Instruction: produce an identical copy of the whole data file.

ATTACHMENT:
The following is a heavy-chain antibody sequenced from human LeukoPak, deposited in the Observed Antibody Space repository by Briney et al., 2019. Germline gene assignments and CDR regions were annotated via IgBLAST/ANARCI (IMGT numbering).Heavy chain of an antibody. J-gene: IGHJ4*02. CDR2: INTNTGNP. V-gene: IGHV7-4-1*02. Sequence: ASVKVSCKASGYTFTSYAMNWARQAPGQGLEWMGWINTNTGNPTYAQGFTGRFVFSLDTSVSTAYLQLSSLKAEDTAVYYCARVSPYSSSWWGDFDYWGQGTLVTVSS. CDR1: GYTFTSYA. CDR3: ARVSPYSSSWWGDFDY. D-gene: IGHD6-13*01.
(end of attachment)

The following is a heavy-chain antibody sequenced from human LeukoPak, deposited in the Observed Antibody Space repository by Briney et al., 2019. Germline gene assignments and CDR regions were annotated via IgBLAST/ANARCI (IMGT numbering).Heavy chain of an antibody. J-gene: IGHJ4*02. CDR2: INTNTGNP. V-gene: IGHV7-4-1*02. Sequence: ASVKVSCKASGYTFTSYAMNWARQAPGQGLEWMGWINTNTGNPTYAQGFTGRFVFSLDTSVSTAYLQLSSLKAEDTAVYYCARVSPYSSSWWGDFDYWGQGTLVTVSS. CDR1: GYTFTSYA. CDR3: ARVSPYSSSWWGDFDY. D-gene: IGHD6-13*01.